TELEFON TEL AVIV: On Immolate Yourself, for the first time, the workflows of Charlie Cooper and Joshua Eustis merge into a single vision.
The best feature of Immolate Yourself, a seemingly endless supply of potential energy that leaps from track to track, flipped swiftly into its saddest upon the news that Charlie Cooper — one half of the duo, with Joshua Eustis — had been found dead in Chicago on January 22. Telefon Tel Aviv have always been the product of two drives (both senses), but on Immolate Yourself, for the first time, the workflows of Cooper and Eustis merge a single, renewed vision. They go a bit poppier than they've ever gone, yet it's also their darkest work.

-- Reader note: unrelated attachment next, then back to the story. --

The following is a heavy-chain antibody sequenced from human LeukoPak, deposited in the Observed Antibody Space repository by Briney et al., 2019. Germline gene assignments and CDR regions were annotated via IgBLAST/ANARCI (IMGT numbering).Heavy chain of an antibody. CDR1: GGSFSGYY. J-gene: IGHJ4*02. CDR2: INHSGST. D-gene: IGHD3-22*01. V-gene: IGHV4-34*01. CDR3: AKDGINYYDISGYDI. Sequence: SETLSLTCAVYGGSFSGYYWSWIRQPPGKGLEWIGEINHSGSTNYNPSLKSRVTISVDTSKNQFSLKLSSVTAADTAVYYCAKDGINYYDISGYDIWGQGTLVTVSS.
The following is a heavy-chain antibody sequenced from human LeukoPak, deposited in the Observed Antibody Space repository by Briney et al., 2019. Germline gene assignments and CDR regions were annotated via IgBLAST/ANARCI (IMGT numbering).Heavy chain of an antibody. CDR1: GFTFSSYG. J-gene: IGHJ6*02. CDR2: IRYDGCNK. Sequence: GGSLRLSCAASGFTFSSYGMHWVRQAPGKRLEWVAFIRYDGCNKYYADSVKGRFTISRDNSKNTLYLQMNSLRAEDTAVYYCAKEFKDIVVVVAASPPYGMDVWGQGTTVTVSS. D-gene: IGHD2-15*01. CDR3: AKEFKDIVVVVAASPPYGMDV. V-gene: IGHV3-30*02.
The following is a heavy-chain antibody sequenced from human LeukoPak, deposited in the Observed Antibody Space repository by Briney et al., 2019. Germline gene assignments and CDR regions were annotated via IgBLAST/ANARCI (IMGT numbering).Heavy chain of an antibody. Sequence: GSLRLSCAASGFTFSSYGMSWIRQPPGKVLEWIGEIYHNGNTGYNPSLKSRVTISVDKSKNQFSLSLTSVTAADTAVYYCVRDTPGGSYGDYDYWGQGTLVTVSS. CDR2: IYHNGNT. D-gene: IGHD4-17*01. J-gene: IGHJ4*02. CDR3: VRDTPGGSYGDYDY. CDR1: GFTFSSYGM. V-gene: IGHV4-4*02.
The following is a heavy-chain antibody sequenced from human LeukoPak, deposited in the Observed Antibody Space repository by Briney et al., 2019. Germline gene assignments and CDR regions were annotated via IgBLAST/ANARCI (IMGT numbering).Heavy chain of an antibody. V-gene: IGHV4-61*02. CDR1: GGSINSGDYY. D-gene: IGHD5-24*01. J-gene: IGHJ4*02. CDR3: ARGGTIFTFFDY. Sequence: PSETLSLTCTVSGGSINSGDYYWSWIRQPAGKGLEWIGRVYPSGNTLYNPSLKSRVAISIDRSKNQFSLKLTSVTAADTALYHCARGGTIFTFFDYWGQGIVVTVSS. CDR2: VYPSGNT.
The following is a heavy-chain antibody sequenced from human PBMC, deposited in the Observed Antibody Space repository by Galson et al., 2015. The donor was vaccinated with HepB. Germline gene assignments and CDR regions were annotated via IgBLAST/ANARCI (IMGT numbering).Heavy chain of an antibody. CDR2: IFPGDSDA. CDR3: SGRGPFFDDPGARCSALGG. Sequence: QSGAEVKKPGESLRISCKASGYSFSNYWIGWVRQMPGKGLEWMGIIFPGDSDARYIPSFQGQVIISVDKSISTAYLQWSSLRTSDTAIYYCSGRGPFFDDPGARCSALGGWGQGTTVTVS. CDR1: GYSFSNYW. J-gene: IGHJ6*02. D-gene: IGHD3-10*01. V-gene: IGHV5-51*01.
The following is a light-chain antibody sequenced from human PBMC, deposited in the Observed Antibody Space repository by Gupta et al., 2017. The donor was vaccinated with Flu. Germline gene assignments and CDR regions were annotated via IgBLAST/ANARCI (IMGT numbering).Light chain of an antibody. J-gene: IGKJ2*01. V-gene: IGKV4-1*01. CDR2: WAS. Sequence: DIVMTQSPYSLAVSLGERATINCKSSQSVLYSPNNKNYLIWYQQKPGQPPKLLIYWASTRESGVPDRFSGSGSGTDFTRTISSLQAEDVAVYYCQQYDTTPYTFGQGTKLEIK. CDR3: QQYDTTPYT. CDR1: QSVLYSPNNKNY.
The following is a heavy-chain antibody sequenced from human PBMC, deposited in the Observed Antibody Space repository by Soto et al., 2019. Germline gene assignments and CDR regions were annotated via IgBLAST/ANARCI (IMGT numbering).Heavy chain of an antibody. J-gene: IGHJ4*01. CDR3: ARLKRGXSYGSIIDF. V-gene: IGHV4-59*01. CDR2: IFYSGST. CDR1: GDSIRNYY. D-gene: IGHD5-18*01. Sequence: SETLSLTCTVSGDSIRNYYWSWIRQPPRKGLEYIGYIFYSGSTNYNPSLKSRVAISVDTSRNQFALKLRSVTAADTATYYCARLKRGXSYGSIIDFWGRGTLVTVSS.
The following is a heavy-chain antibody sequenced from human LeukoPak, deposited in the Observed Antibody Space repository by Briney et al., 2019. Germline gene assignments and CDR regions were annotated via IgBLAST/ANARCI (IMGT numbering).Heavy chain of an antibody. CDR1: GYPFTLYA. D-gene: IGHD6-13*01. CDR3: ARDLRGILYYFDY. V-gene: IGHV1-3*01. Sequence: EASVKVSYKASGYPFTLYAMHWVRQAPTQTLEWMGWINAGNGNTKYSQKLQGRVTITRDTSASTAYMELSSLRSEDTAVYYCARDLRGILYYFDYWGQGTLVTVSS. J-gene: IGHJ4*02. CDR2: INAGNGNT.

The laser-show lead synth that seems to have drifted over from a Kraftwerk interlude doesn't brighten the bleak heartbreak of "You Are the Worst Thing in the World," but its insistent rhythm track cuts through like a little streak of white-hot hope. The troubled title track could as easily be lightly sung as muttered nervously into one hand — yet it retains an artful uncertainty, a sort of composure despite its disjointedness.
"Stay Away from Being Maybe" remains the album's brightest spot, with its strange plodding cheer, hazy washes of faux strings, and arguably kickin' bass line. But its lilting falsettos, fed through layers of woozy delays, convey a bit of Cooper's turmoil — a tacit lament that even at our closest, there must be such distance between us.